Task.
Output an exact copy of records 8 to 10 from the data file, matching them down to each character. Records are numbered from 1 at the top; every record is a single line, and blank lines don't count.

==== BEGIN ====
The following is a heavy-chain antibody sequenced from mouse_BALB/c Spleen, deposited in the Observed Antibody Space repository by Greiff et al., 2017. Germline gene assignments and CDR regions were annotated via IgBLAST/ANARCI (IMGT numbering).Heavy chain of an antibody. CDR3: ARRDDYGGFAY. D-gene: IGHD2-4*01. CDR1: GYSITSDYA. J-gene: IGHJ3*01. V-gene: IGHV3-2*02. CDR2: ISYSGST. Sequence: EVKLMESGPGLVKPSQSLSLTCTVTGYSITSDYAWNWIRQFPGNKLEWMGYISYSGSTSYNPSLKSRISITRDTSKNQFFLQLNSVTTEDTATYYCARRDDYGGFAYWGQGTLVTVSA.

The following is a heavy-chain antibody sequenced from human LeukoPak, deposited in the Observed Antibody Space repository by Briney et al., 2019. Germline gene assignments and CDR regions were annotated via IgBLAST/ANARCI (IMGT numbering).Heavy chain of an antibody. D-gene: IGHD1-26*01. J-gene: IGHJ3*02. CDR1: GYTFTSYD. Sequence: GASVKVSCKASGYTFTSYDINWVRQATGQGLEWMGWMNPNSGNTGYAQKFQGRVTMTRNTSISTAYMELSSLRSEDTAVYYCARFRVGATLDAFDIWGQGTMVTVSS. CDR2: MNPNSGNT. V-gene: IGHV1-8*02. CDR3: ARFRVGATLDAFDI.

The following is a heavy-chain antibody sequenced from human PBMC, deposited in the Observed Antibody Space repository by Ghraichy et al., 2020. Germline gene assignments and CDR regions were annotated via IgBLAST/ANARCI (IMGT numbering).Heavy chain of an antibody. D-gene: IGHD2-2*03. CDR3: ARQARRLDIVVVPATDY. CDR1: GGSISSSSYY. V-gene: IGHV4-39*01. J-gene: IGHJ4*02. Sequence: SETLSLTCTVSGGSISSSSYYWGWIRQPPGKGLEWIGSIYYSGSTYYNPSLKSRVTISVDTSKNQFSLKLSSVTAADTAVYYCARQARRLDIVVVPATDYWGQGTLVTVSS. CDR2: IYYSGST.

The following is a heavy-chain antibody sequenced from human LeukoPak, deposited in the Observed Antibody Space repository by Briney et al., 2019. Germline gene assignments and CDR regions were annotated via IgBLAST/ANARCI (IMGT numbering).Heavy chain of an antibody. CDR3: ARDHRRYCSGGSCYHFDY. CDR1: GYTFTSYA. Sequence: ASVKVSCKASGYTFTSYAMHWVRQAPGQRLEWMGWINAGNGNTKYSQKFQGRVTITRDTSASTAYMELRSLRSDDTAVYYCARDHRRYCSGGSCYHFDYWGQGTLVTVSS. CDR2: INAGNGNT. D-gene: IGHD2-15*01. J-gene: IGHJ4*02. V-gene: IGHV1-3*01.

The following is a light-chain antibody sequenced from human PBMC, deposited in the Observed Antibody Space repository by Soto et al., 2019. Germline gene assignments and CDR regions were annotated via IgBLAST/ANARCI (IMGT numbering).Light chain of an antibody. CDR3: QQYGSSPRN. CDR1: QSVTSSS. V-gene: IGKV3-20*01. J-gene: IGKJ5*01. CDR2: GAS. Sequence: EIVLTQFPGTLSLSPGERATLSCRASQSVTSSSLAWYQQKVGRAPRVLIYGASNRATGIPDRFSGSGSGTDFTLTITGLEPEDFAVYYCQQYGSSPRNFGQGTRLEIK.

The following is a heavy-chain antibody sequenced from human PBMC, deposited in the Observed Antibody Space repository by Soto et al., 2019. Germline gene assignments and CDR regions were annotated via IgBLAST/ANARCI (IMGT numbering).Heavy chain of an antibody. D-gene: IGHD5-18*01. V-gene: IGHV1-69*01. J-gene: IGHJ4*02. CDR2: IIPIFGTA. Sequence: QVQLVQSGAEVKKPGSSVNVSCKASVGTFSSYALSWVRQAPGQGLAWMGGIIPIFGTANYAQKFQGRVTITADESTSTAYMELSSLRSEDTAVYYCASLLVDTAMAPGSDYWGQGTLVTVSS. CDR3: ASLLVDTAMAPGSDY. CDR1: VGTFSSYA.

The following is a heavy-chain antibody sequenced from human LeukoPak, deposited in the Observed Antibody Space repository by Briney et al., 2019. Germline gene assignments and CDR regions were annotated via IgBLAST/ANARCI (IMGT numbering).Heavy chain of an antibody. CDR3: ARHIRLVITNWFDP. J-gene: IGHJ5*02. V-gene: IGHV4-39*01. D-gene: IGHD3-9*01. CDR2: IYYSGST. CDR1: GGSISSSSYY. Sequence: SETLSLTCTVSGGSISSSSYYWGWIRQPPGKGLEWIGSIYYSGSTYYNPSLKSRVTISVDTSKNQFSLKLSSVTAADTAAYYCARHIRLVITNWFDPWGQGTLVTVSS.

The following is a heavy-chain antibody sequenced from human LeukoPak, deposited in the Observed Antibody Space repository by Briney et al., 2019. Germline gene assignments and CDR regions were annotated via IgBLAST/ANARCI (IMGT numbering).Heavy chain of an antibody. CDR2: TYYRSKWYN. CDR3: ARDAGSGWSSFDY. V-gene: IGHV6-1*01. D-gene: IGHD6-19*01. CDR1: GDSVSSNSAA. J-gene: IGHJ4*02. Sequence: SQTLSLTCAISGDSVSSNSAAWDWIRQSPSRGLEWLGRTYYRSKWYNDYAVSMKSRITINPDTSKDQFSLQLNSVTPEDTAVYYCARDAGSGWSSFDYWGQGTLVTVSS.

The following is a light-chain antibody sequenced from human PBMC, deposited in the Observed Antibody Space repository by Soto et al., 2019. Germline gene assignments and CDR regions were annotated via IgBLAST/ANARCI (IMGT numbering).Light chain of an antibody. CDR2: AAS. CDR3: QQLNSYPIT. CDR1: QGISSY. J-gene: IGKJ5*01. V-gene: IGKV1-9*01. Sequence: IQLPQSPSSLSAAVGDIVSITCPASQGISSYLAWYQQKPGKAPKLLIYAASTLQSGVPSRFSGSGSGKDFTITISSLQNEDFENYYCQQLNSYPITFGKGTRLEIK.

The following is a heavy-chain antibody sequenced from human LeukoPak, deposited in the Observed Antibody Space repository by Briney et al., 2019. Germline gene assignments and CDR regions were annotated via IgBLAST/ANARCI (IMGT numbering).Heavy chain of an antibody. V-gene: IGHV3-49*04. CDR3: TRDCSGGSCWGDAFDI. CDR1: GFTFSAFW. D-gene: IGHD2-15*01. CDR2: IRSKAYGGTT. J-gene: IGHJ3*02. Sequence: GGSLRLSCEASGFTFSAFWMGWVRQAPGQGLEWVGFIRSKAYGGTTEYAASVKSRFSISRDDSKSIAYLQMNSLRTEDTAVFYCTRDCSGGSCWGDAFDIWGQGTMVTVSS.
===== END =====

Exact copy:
The following is a heavy-chain antibody sequenced from human LeukoPak, deposited in the Observed Antibody Space repository by Briney et al., 2019. Germline gene assignments and CDR regions were annotated via IgBLAST/ANARCI (IMGT numbering).Heavy chain of an antibody. CDR2: TYYRSKWYN. CDR3: ARDAGSGWSSFDY. V-gene: IGHV6-1*01. D-gene: IGHD6-19*01. CDR1: GDSVSSNSAA. J-gene: IGHJ4*02. Sequence: SQTLSLTCAISGDSVSSNSAAWDWIRQSPSRGLEWLGRTYYRSKWYNDYAVSMKSRITINPDTSKDQFSLQLNSVTPEDTAVYYCARDAGSGWSSFDYWGQGTLVTVSS.

The following is a light-chain antibody sequenced from human PBMC, deposited in the Observed Antibody Space repository by Soto et al., 2019. Germline gene assignments and CDR regions were annotated via IgBLAST/ANARCI (IMGT numbering).Light chain of an antibody. CDR2: AAS. CDR3: QQLNSYPIT. CDR1: QGISSY. J-gene: IGKJ5*01. V-gene: IGKV1-9*01. Sequence: IQLPQSPSSLSAAVGDIVSITCPASQGISSYLAWYQQKPGKAPKLLIYAASTLQSGVPSRFSGSGSGKDFTITISSLQNEDFENYYCQQLNSYPITFGKGTRLEIK.

The following is a heavy-chain antibody sequenced from human LeukoPak, deposited in the Observed Antibody Space repository by Briney et al., 2019. Germline gene assignments and CDR regions were annotated via IgBLAST/ANARCI (IMGT numbering).Heavy chain of an antibody. V-gene: IGHV3-49*04. CDR3: TRDCSGGSCWGDAFDI. CDR1: GFTFSAFW. D-gene: IGHD2-15*01. CDR2: IRSKAYGGTT. J-gene: IGHJ3*02. Sequence: GGSLRLSCEASGFTFSAFWMGWVRQAPGQGLEWVGFIRSKAYGGTTEYAASVKSRFSISRDDSKSIAYLQMNSLRTEDTAVFYCTRDCSGGSCWGDAFDIWGQGTMVTVSS.